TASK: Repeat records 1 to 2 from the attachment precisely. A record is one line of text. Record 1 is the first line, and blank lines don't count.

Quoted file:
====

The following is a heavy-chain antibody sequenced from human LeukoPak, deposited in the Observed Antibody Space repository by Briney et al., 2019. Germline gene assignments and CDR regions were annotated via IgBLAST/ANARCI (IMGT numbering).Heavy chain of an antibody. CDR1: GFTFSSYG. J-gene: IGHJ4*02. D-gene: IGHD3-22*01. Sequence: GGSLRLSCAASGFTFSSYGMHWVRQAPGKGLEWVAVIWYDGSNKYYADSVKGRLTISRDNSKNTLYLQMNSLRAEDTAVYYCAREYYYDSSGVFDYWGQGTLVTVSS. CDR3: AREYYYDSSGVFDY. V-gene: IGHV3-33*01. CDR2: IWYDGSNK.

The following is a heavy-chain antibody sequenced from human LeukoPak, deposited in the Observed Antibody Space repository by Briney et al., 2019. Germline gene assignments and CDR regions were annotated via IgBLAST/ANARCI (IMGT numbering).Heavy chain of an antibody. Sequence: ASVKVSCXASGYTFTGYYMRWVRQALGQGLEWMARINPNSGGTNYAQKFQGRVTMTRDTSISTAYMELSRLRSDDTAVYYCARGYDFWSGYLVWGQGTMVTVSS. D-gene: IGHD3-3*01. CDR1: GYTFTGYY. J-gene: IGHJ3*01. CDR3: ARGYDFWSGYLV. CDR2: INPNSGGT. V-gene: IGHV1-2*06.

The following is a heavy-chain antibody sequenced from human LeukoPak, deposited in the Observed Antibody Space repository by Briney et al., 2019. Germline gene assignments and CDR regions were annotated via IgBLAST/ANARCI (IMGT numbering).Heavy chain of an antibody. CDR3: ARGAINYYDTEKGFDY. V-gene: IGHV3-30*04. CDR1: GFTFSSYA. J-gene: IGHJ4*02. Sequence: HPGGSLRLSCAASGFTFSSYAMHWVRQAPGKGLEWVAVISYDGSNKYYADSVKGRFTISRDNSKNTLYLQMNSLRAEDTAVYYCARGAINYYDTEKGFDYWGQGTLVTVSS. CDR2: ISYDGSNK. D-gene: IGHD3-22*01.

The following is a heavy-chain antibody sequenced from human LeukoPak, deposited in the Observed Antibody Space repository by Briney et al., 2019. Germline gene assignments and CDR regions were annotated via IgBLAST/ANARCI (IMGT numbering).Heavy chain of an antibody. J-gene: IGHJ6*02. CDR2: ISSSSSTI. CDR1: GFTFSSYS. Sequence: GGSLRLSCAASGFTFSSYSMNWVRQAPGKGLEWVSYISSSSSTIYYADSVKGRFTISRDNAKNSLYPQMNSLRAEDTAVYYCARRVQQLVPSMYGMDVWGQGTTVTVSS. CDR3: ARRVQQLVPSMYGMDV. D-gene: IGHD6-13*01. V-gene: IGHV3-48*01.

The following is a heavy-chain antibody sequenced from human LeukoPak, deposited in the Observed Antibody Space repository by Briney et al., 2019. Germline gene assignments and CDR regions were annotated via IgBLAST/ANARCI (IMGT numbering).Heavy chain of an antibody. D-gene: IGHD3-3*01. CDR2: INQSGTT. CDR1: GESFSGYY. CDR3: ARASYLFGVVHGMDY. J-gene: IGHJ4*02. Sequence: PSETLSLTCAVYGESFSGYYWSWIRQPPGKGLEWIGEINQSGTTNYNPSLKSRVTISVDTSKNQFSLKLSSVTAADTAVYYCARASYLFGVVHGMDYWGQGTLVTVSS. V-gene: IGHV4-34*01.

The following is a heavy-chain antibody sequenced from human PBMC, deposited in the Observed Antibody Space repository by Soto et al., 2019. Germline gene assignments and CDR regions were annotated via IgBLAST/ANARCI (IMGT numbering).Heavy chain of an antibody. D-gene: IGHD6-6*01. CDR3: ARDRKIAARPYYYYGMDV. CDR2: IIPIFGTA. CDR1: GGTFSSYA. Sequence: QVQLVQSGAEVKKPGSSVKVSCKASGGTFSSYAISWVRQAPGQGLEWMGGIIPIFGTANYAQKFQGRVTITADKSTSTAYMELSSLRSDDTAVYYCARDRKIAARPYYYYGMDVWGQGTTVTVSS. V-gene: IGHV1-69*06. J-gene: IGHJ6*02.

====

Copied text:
The following is a heavy-chain antibody sequenced from human LeukoPak, deposited in the Observed Antibody Space repository by Briney et al., 2019. Germline gene assignments and CDR regions were annotated via IgBLAST/ANARCI (IMGT numbering).Heavy chain of an antibody. CDR1: GFTFSSYG. J-gene: IGHJ4*02. D-gene: IGHD3-22*01. Sequence: GGSLRLSCAASGFTFSSYGMHWVRQAPGKGLEWVAVIWYDGSNKYYADSVKGRLTISRDNSKNTLYLQMNSLRAEDTAVYYCAREYYYDSSGVFDYWGQGTLVTVSS. CDR3: AREYYYDSSGVFDY. V-gene: IGHV3-33*01. CDR2: IWYDGSNK.

The following is a heavy-chain antibody sequenced from human LeukoPak, deposited in the Observed Antibody Space repository by Briney et al., 2019. Germline gene assignments and CDR regions were annotated via IgBLAST/ANARCI (IMGT numbering).Heavy chain of an antibody. Sequence: ASVKVSCXASGYTFTGYYMRWVRQALGQGLEWMARINPNSGGTNYAQKFQGRVTMTRDTSISTAYMELSRLRSDDTAVYYCARGYDFWSGYLVWGQGTMVTVSS. D-gene: IGHD3-3*01. CDR1: GYTFTGYY. J-gene: IGHJ3*01. CDR3: ARGYDFWSGYLV. CDR2: INPNSGGT. V-gene: IGHV1-2*06.